The format and challenging format of this exhibition provides for a wide range of engagements by viewers. I hope to see at least one of these movements when I am in London in the New Year.
The first movement is currently running
A House of Leaves – First Movement 12 Oct-15 Nov 2012
Second Movement 16 Nov 2012 — 12 Jan 2013
David Roberts Arts Foundation
London NW1 7JE
I came across Carey Young’s work through a recent exhibition Mind the System, Find the Gap at Z33 Gallery. Her piece Obsidian Contract was what caught my eye and then this piece Missing Mass. These intriguing pieces visually play with the surrounding space whilst also question the space as material and the relationship between its potential and limitations. Here is a link to her website.
I have been interested in Robbie Rowlands work for about a year, intriguing adaptions of objects and spaces. His choice of scale and volume that he decides to peel away and his reduction of forms shows amazing restraint. He has a some new work opening today as part of Contemporary Site Investigations – Flinders Street Station, Melbourne. Wish I was in the right part of the world to see his work for once.
People want to be someones. But the really exciting challenge is to become no one. And where will you find no ones? In nowhere. Where things are exploding.
– Bernadette Corporation
Postal! are about to publish their 3rd edition this coming week here in Edinburgh and they have included a few photos of some of my recent projects. Please check them out Postal!
|Opening: 1 PM, Sunday, December 4, 2011
Place: Neue Grünstraßebetween Kommandantenstraße & Seydelstraße
Public transportation: U2 Spittelmarkt
|The artist Erik Smith began searching for building foundations to excavate in an overgrown, vacant lot in Berlin. After two days of digging, he unearthed the top of a curved wall, whereupon his shovel struck a hollow sound. Like an archeologist on the precipice of a chance discovery, Smith methodically uncovered a wholly intact, cast-iron, spiral staircase, a nineteenth-century remnant preserved below the “death strip” of the Berlin Wall.
The excavation is located at Skulpturenpark Berlin_Zentrum, on one of the few remaining “green zones” leftover from the Cold War division. The staircase and evidence of its discovery, an impressive pile of dirt and rubble, resonate in stark contrast to the massive construction sites and new buildings that surround it. At the center of this real estate frenzy, Smith produces an architecture, a staircase downward emerging.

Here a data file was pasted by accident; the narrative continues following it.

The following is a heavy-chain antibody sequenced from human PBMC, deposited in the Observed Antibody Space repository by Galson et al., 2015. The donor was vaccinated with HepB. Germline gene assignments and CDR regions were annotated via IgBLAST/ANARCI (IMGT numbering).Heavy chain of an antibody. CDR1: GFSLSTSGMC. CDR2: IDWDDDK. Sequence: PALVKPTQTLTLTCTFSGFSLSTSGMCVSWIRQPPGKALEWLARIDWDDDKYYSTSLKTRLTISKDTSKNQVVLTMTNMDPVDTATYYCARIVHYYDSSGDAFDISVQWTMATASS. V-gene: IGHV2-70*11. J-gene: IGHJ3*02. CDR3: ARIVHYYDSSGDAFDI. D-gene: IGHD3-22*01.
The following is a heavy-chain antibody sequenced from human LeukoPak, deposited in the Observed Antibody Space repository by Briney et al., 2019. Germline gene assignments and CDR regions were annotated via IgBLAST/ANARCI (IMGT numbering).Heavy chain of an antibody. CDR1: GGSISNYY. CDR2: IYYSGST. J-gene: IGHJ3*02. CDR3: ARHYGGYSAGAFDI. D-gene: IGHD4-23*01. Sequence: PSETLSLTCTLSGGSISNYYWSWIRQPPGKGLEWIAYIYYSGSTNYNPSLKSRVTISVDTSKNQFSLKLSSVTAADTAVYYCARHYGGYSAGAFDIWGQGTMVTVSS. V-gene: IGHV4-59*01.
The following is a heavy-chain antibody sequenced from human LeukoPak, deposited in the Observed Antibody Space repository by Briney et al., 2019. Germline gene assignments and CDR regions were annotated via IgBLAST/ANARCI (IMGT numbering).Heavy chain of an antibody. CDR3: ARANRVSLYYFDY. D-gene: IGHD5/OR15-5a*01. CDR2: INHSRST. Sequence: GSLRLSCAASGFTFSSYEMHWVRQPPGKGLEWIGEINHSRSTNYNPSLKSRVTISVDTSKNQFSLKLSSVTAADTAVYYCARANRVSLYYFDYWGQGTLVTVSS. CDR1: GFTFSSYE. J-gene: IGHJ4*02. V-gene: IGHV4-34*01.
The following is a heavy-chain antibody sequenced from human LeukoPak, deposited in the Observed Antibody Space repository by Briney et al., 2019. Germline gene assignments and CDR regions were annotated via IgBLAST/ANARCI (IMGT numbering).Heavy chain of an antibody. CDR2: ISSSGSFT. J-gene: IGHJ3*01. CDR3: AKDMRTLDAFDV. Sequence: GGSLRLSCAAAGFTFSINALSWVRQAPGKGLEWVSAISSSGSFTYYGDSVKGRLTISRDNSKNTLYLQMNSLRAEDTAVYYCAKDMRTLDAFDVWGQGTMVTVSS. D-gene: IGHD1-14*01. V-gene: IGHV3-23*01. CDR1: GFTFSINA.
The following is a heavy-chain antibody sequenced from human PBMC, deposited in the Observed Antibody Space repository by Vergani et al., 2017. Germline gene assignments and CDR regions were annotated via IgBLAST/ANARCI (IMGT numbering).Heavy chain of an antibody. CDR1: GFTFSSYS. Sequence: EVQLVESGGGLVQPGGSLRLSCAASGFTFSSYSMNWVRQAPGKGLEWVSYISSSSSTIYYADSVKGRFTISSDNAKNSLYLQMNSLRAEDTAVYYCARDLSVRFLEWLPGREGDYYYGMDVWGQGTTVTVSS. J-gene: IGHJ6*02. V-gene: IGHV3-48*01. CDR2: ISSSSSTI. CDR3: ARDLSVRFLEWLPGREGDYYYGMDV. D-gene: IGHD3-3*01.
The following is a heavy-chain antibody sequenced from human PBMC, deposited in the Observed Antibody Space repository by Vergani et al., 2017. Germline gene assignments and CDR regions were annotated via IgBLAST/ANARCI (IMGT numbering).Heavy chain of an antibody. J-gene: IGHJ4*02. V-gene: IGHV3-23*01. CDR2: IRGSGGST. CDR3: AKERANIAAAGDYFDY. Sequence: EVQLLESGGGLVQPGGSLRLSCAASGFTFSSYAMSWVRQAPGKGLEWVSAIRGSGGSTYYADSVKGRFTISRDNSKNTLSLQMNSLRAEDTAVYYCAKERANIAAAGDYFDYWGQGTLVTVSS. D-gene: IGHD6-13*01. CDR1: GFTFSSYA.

Little is yet known about its history. The staircase is a recognizable entity, but like the missing floors above, anonymous and hermetic. As an artwork, Smith’s open-ended exploration calls to mind Nietzsche’s writings on the principle of a limited horizon – a space established in which one is not responsible to answer all questions or consider all perspectives. By holding them at bay, one can learn something else. In this way, it can be understood that the process of a discovery made in situ, with physical persistence, has its own status, and that knowing the “facts” might not help such a discovery, but only interrupt it.
Erik Smith (US) explores in recent works concepts of city, place and cultural memory, digging into and exposing their latent aspects, if necessary with a shovel. Selected exhibitions include The Ghost of James Lee Byars Calling, de Appel Center for Contemporary Art, Amsterdam (NL), Who, Among You, Deserves Eternal Life? – In Practice, Sculpture Center (NY), and Re-distribution of the Sensible, Magnus Müller Galerie Berlin. Smith has lived and worked in Berlin since 2003. (www.eriksmith.de)
Jeremiah Day writes about Erik’s Dig and what he sees he is achieving with this project. The questioning of his explorations intrigued me, Day went onto ask:
I asked Smith if he would go to an archive and make that kind of research – old maps, old records – and he said he would, at some point – a point that keeps being pushed back into the future. Nietzsche wrote of the principle of a limited horizon – a space established in which one is not responsible to answer all questions, to all perspectives, and by holding some questions away, one can learn something else. In this way, perhaps we can understand that the process of discovery made in situ, with physical persistence has it’s own status, and that knowing the “facts” might not help such a kind of discovery, but only interrupt it.
I like this thought of not knowing everything and sometimes this can lead to more. There is no said way to do things we either do them the way they have been done or we try something new. If we fear or always do things like they have been done in the past then we will never have happy accidents or new discoveries as everything will be to a certain extent predetermined.